Friday, December 14, 2018

Brexit negotiations continue ...

Today, the Prime Minister is continuing conversations in Brussels to address concerns about the backstop and to seek the legal and political assurances that Parliament needs.


·         The Prime Minister has been visiting counterparts in other member states to discuss the concerns that Parliament has expressed. Today she will continue conversation with other European Leaders at the European Council in Brussels.


·         The government has listened to people, and while there is broad support for many of the key aspects of the deal, there remains widespread concern around the backstop. 


·         The government is determined to do all we can to secure the reassurances MPs require, and there’s a shared determination to resolve this issue, to get this deal over the line and deliver for the British people.


The government is determined to get on with the job of delivering the Brexit that people voted for; bringing our country together again; and focusing on the other issues that matter to people at home.


·         On delivering Brexit, the Prime Minster has listened to concerns about the backstop. That is why we have deferred the vote and why she has been out fighting for changes to address those concerns.


·         Progress is not as fast as any of us would like, but there is progress. It is clear that the EU wants a deal and that they understand that they are going to have to provide the assurances – political and legal – which the House of Commons needs. It is going to take some time to deliver that, but that is what the government is working hard to achieve.


People who disagree need to be clear about the implications of other approaches:


·         A second referendum to overturn the result of the first risks dividing the country again, when we should be striving to bring it back together.


·         Remaining part of the Single Market and the Customs Union would require free movement, rule-taking across the economy, and ongoing financial contributions – none of which are compatible with the result of the referendum.


·         Leaving without a deal would, in the short term, cause significant economic damage to parts of our country who can least afford to bear the burden


Jim said...

why would remaining part of the single market, which i accept would reqire freedom of movement, and an on going financial contributions not be compatible with the referendum, which was about leaving the European Union?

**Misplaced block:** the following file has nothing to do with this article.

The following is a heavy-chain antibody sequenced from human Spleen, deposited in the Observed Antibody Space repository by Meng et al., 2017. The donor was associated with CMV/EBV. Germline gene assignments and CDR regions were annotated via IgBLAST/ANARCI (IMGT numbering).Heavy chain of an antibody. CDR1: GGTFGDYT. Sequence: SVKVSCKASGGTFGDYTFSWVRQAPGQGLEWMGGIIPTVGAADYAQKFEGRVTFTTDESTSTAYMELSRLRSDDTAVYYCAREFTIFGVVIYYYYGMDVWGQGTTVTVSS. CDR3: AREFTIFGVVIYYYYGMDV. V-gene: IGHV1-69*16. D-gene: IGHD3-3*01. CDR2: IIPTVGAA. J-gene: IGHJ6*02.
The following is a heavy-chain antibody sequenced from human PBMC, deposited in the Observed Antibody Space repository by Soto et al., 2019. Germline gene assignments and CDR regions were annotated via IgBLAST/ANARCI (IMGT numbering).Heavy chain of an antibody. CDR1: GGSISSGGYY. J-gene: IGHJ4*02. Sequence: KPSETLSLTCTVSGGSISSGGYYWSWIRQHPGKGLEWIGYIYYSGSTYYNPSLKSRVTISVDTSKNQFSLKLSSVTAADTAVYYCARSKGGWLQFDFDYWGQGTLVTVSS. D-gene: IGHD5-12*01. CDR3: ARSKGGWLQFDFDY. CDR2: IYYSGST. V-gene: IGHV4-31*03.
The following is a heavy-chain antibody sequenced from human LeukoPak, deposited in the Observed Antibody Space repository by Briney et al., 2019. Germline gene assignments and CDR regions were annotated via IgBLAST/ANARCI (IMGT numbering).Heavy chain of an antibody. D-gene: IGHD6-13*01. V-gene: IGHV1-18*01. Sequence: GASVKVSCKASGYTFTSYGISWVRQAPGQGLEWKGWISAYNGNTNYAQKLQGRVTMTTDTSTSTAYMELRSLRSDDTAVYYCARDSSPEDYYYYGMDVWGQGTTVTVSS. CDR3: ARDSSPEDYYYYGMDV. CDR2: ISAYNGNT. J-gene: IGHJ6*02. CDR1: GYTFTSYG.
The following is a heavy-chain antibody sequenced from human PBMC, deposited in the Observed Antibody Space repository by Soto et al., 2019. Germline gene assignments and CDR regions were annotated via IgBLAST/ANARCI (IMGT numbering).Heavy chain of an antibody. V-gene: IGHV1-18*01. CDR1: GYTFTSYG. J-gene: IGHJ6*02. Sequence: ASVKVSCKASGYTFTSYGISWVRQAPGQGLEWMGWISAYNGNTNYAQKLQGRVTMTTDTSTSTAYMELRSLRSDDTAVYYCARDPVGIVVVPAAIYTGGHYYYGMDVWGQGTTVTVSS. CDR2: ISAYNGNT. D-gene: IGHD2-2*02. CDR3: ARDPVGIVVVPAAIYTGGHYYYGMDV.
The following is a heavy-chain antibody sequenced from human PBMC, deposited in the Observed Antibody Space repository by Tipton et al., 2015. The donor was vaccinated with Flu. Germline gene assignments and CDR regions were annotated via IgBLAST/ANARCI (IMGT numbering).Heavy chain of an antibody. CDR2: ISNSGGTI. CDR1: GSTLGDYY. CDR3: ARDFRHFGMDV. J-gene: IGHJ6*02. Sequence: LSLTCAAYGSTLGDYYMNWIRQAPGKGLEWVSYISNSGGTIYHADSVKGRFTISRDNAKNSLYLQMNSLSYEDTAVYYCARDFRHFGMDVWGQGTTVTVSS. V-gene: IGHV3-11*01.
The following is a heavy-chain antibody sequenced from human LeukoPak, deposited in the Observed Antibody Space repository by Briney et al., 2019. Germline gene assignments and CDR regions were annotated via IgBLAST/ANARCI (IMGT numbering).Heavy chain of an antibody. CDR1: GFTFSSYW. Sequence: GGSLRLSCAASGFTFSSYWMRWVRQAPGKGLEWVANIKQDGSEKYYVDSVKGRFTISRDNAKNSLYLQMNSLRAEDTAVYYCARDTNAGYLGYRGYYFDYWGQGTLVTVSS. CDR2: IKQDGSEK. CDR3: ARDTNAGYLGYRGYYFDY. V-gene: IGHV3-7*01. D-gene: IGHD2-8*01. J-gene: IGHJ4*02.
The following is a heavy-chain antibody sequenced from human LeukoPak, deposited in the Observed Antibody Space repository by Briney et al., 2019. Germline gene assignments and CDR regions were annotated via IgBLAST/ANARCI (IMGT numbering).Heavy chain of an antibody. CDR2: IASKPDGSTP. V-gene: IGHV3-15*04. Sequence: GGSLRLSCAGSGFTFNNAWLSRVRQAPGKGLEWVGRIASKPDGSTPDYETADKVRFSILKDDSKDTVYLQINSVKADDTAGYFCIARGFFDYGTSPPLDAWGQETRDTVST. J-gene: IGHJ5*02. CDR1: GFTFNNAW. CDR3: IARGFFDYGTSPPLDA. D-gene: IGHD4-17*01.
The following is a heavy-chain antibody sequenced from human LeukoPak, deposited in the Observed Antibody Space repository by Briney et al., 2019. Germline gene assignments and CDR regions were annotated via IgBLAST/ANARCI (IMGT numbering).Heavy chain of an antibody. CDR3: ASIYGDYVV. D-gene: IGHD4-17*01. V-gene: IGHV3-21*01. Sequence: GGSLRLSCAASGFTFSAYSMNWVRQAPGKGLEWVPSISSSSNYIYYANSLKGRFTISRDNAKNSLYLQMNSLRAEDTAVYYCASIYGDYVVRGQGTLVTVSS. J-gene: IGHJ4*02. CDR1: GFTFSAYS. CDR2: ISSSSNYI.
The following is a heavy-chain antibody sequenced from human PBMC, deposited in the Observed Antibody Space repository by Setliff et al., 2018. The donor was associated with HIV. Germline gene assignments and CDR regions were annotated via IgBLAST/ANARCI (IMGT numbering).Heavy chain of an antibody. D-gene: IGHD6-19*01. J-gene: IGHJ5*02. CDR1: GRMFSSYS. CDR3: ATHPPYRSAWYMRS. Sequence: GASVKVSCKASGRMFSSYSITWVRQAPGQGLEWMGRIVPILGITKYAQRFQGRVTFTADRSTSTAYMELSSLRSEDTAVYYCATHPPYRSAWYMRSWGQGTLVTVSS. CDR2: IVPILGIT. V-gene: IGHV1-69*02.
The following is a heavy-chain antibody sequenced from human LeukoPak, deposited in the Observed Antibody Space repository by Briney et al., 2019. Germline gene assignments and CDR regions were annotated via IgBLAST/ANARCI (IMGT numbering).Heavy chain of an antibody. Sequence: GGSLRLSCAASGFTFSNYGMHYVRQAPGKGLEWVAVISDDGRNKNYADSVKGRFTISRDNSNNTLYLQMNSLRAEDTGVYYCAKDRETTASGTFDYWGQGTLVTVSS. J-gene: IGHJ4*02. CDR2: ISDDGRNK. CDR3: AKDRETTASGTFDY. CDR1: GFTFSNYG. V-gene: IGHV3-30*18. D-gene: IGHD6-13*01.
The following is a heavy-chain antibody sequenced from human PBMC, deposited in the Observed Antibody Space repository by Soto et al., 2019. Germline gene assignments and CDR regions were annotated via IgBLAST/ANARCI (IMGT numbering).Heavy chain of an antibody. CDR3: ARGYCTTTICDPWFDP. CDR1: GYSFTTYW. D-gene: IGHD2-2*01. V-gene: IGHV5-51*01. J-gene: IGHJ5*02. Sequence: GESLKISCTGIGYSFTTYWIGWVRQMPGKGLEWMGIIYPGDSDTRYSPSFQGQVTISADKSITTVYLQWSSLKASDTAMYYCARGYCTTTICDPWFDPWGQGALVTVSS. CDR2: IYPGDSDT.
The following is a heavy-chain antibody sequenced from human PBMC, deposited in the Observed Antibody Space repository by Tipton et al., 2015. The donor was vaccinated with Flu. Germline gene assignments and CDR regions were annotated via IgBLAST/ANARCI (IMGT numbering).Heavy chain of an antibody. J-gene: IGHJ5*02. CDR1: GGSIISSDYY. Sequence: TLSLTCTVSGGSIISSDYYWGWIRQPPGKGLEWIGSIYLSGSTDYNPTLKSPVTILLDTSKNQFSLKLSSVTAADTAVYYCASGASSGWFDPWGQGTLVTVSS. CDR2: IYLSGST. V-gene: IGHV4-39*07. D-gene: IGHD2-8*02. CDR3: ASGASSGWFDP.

also why are comments closed for the previous post, I would have loved to tear the "Im so cowardly i wont even post my name" poster a new one. - Oh, wait, did I just answer my own question?

Jim said...

but by far the more serious point is that remaining part of the single market was never asked.

the question was:
Should the United Kingdom remain a member of the European Union or leave the European Union?

they even made it multipul choice so you could not introduce new factors, the answers were:

A Remain a member of the European Union
B Leave the European Union

I know its a stupid concept to politicians, but in general the public will answer the question they have been asked.

so I have to ask again, is why is Remaining part of the single market and the customs union, which requires free movement and ongoing contributions not compatible with the result of the referendum?

Chris Whiteside said...

You effectively did.

I was looking at whether I could block anonymous comments on two threads and may have blocked all new comments on those threads by mistake.

On the more important point about the customs union and single market.

The post above is the party position: this answer is my own view which does not necessarily represent party policy.

So far as the literal meaning of what was voted on, you are perfectly correct: the question on the referendum ballot paper was whether to remain members of the EU or leave the EU and did not mention the single market or customs union.

In her Brexit negotiations the PM has been trying to deliver as much as possible of what the people who voted leave appear to have voted for based on the debate and on what Vote Leave promised.

She sees that as meaning

1) An end to large ongoing payments to the EU and more money spent on the NHS.

2) The ability of Britain to make our own trade deals.

3) Britain out of the Common agricultural policy

4) Britain out of the Common Fisheries policy

5) An end to the jurisdiction of the ECJ in Britain other than on goods we export to the EU

6) More control of our borders and, in particular, and end to the application of the EU's "Freedom of Movement" rules to Britain.

Her deal will, once we've paid off the £39 billion representing previous commitments and avoided or finished with the backstop, deliver all of these.

Membership of the customs unit is incompatible with 2) above as it would make it impossible for Britain to do our own trade deals.

Membership of the single market would add to this problem that it would be inconsistent with 1) and 6) above as well.

The PM sees this as failing to deliver on the spirit of the referendum result and I think she has a point, in that the deal, by delivering on points 1) to 6) above offers more of what leave voters appear to have wanted than staying in the single market and customs union does.

I agree with you that it isn't incompatible with the letter of the wording of the ballot paper.

Chris Whiteside said...

Comments unblocked on those two threads.